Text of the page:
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Kerstin Thompson Architects designs 160-metre-long museum bridge raised on slender stilts
Australia Architecture News - Feb 10, 2022 - 15:14 1552 views
Melbourne-based architecture practice Kerstin Thompson Architects (KTA) has designed a new museum bridge measuring 160 metres long by 9 metres wide, offering sweeping views towards the existing gully in the sloping hillside in the Shoalhaven region of New South Wales, Australia.
Named Bundanon Art Museum and Bridge for Creative Learning, the museum officially opened its doors on 29 January 2022 in the Shoalhaven region of New South Wales.
An official ceremony and festival of events will be held on Saturday 5 March 2022, including live music and performance.
Situated on a 1,000-hectare of bush and parkland overlooking the Shoalhaven River, the project was designed to serve as an education centre for creative arts and education, for scientific research, an art museum and a retreat to explore landscape and engage with First Nations history and culture.
The project is distinguished with its elongated structure raised on slender stilts, aiming at "prioritising the existing landscape and its ecology," according to Kerstin Thompson Architects.
The museum is inspired by "rural Australia’s trestle flood bridges"
Kerstin Thompson Architects are inspired by rural Australia’s trestle flood bridges to create this museum bridge. The dramatic bridging structure straddles the gully from ridge to ridge, while allowing sporadic waters to flow beneath it and for the reinstatement of the wet gully ecology.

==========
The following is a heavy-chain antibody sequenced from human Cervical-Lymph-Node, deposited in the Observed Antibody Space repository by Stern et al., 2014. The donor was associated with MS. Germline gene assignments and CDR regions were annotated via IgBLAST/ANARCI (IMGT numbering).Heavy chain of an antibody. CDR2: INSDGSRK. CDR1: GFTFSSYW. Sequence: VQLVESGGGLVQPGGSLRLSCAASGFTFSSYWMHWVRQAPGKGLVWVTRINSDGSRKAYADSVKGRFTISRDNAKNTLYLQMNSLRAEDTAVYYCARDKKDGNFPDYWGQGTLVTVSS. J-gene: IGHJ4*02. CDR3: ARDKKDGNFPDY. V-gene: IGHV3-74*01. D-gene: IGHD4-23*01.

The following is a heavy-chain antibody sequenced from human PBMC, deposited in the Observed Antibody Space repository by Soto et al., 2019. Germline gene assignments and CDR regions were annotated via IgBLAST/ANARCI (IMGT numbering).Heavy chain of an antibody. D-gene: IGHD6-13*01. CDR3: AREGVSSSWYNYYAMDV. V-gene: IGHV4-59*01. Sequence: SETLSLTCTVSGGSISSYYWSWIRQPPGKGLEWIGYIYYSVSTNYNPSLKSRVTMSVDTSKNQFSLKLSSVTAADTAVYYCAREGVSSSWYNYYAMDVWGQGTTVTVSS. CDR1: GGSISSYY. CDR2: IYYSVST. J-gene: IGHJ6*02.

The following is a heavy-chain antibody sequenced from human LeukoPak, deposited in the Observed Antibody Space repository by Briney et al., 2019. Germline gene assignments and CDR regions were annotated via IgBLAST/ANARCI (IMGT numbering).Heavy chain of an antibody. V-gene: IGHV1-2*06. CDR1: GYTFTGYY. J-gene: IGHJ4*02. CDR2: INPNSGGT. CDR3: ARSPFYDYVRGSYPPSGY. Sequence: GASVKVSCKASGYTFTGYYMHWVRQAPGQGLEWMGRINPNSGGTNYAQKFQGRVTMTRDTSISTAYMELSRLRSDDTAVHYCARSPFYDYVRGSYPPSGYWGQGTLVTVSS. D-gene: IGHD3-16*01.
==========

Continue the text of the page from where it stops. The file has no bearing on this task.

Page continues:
"The design is driven by Bundanon’s main imperative, as established by the Boyd family, to foster an appreciation for and understanding of landscape and art," said Kerstin Thompson Architects.
"We have placed the site’s ecology at the centre of the design with the new suite of buildings and landscapes responding to Bundanon as both subject and site of Arthur Boyd’s work, seeking to heighten the visitor’s appreciation for the sights, sounds, textures, and ecological workings of the landscape."
"Both the Art Museum and Bridge respond to current and future climatic conditions, with inspiration drawn from rural Australia’s trestle flood bridges," the studio added.
Due to its elevated structure, the project is aimed at leaving a minimum footprint on the landscape, avoiding damaging the land and focusing on the landscape itself.
To create such a modern, but modest structure, Kerstin Thompson Architects worked with New Zealand landscape architects Wraight Associates with Craig Burton and environmental design consultants and building services engineers Atelier Ten.
Encompassing a total of 500-square-metre area, the building, housing a world-class creative learning centre, consists of a museum, a café, an education center, and accommodation up to 64 people, with dining facilities offering sweeping views over the Shoalhaven River.
Accommodation at the Bundanon Art Museum and Bridge. Image © Katie Rivers